A classic rookie mistake is to put too much lube onto the chain. Like I do 😉
All we need is a light coating on the top and on the bottom of the chain – above and below the rear derailleur. So get your bottle of lube out, spin the pedals backwards and apply one layer at the top. You’ll see where you’ve been (and if not, stop after about 3 full rotations of the pedals).
Next do the same on the bottom where the chain leaves the rear derailleur and is being taken up again my the front derailleur. The cassette and sprockets don’t need lube, only the chain.
Once that’s done, leave it all alone for about an hour. Over time the lube will creep into every nook and cranny of the chain and the mechanics. If you’re in a hurry, you can cycle immediately. Just keep in mind that all kinds of rattling will disappear a bit later. Too much lube isn’t bad though, just be aware that it will just get sprayed all over your frame and you’ll attract more dirt.
Did you know that your chain is subject to wear and tear? Of course you did. So did I – but I had no idea on how quickly a chain can wear out and what the consequences can be. Ciaran (the guy who ran the workshop) said he’s wearing his chains out every other week – and he’s only cycling 5 miles every day.
A worn chain isn’t actually noticeable to the naked eye, but once it’s worn out it’ll start wearing out the rear cassette and the front gears. Once those are down you’ll notice your gears start slipping (i.e. won’t go in anymore, even with properly adjusted derailleurs).
How often you need to replace the chain depends on your personal riding style: when you’re hammering it down in a high gear, often standing on your pedals, you’ll put a lot of tension on your chain and it will wear out quicker. If you have a softer approach and you’re taking hills less aggressive it’ll last longer – it all depends on your riding style.
So how can you tell when a chain is wearing out? Well there’s this little gadget called a Chain Checker. It basically has two knobs that can tell over about 10cm how far your chain has drifted apart. If it’s more than 1mm it’s time for a new chain. I’ll have to get myself one of those.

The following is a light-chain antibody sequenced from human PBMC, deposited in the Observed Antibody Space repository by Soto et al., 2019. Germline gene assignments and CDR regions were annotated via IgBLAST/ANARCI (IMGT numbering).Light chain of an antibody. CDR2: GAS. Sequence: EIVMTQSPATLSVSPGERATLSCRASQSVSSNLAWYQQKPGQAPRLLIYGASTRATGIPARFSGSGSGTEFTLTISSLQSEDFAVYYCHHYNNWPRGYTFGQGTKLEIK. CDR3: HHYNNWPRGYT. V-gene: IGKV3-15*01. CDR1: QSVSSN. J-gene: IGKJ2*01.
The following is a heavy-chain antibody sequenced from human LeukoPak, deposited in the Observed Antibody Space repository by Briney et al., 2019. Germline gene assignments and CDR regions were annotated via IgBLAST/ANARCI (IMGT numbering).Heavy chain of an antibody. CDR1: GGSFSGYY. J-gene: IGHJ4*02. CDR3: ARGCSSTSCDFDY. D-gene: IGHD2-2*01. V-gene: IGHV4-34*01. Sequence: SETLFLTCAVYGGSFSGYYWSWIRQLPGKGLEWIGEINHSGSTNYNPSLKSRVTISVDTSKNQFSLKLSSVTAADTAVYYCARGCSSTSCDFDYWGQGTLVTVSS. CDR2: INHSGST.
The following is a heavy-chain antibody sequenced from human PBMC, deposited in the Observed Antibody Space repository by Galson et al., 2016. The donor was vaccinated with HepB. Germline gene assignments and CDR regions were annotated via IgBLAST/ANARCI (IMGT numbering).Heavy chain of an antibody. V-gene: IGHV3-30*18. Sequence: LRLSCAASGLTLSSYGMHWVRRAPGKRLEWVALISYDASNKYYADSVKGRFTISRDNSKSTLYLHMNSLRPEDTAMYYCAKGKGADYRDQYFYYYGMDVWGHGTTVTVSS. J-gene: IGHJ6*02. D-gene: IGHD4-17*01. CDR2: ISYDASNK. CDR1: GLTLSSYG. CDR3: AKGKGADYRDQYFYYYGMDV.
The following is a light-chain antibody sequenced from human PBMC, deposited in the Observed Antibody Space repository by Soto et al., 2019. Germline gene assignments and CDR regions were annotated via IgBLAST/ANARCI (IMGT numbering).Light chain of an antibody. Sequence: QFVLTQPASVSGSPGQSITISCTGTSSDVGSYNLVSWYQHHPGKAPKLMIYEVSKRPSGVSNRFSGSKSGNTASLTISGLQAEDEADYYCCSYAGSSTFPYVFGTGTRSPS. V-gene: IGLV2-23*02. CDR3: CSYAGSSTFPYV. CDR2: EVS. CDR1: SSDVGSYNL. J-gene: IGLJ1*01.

If it’s time to replace the chain you can even do that yourself: all you need is a Chain Tool which lets you take your old chain off and screw the new one back on.It’s a rather simple tool that pops the pin out of a chain link and puts it back together afterwards. And all that for a tenner. Nice!
You also need a new chain that fits your bike too (obviously). You need the correct chain for your rear derailleur (if you have an 8 speed cassette you need an 8 speed chain, likewise if you have a 9 speed cassette you need a 9 speed chain and so forth – they vary in thickness you know).
I’m told they’re about £30 and come much longer than you probably need them to be. That’s a good thing! The thing to do is to count the links of your old chain and then shorten your new chain to that amount. Simply putting them next to each other won’t give you an accurate reading anymore as you can imagine.
Adjusting Your Brakes
Unless you’re using Hydraulic Disc Brakes, you’ll have cables that will go from your brake levers on the handle bars to your brakes. When you pull the brake, you stretch the cable. Over time it’ll get longer and no matter how hard you pull the lever you won’t get enough stopping power anymore. The same principle applies to your gears.